March 11, 2005

International Journal of Rotating Machinery Goes Open Access

:: George Porter forwarded this post from Peter Suber on Open Access News, which will be of interest to engineering librarians, especially mechanical:

Hindawi Publishing has announced that The International Journal of Rotating Machinery has converted to open access, effective immediately. From the announcement: 'IJRM is edited by Prof Wen-Jei Yang of the University of Michigan, USA. The journal employs an open access model based on article processing charges to be paid by the authors' institution or research grant. The journal shall have an online edition which is free with no subscription or registration barriers and a print edition which shall be priced at a level reasonable for covering the printing cost. All articles published in the journal shall be distributed under the "Creative Commons Attribution License," which permits unrestricted use, distribution, and reproduction in any medium, provided the original work is properly cited. Hindawi is currently working on retro-digitizing the back volumes of the journal and will make these volumes available online in the near future.' (PS: Kudos to Hindawi for this important step.)
This is good news, but with one concern. The subscription through MetaPress goes back to v8 n1 Jan/Feb 2002, whereas Hindawi is offering it from v9 n1 Jan 2003 only. A minor quibble perhaps, but there will always be at least one researcher who needs that one volume to which access is no longer offered.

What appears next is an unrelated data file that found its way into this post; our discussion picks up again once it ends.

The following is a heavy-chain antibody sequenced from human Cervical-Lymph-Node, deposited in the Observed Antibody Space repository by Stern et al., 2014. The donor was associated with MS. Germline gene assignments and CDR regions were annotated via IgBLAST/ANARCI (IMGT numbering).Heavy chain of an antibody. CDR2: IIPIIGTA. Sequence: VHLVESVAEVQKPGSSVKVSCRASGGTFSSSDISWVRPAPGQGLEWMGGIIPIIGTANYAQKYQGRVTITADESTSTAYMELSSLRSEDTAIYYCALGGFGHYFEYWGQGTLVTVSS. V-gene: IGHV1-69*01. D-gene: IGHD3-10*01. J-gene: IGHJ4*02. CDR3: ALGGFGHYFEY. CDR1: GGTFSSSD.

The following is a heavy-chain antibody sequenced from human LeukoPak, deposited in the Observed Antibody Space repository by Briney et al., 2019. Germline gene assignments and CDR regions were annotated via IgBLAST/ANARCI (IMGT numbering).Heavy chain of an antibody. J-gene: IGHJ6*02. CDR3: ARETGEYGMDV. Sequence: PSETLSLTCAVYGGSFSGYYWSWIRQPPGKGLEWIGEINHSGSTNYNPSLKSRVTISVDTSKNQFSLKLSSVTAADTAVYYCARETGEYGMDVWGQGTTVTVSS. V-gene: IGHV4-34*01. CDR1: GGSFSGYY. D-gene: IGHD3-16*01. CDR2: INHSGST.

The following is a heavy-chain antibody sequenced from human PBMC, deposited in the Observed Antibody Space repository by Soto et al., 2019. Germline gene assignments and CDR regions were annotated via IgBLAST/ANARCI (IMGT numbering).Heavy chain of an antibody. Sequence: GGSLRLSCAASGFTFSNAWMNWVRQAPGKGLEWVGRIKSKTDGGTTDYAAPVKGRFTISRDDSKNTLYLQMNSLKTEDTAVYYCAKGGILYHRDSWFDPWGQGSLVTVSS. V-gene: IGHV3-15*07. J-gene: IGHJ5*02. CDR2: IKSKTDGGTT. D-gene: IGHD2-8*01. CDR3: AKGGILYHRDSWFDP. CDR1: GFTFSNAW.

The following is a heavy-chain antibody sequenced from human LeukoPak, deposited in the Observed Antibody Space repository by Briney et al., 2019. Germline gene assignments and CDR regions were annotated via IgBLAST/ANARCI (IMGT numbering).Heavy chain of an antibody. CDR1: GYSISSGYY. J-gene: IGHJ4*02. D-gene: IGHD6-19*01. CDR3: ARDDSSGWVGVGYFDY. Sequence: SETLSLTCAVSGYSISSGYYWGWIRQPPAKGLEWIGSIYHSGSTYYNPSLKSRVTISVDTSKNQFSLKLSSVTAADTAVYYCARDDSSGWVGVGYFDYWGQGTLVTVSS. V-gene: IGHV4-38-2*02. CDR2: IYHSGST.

June 30, 2004

Experimental Mechanics Added to Highwire Press

Experimental Mechanics (EM), the outstanding flagship research journal of the Society of Experimental Mechanics, has just been added to the HighWire Press publishing service. Although EM is available on Ingenta , it is a very limited backfile. Backfile digitization and mounting is proceeding rapidly at HighWire and is free to all comers through mid-October.

Experimental Mechanics
Fulltext v42+ (2002+)
Fulltext v32(2)+ (June 1992+). Fulltext free through 18 October 2004
Print ISSN: 0014-4851

The announcement from HighWire indicates that additional backfile digitization is underway and will be released as it is ready. As with the Ingenta fulltext access, HighWire fulltext is included in a standard institutional subscription. - George Porter

June 25, 2004

Applied Mechanics Reviews Online Database - Buh-Bye

:: According to information sent to our library from Philip DiVietro, Director, ASME Technical Publishing, the Applied Mechanics Reviews AMR Abstracts database is to cease on July 1, 2004. We have access to it, but when I checked it just now, it wasn't working.

I am assuming until told otherwise that access to the Applied Mechanics Reviews Online will still be available; however, the online coverage is to the book reviews and review articles only, not the abstracts. The AMR Journal Article Abstracts Database is described as "a companion product of Applied Mechanics Reviews. This online database includes abstracts from more than 350 international journals in the engineering sciences and contains over 250,000 records."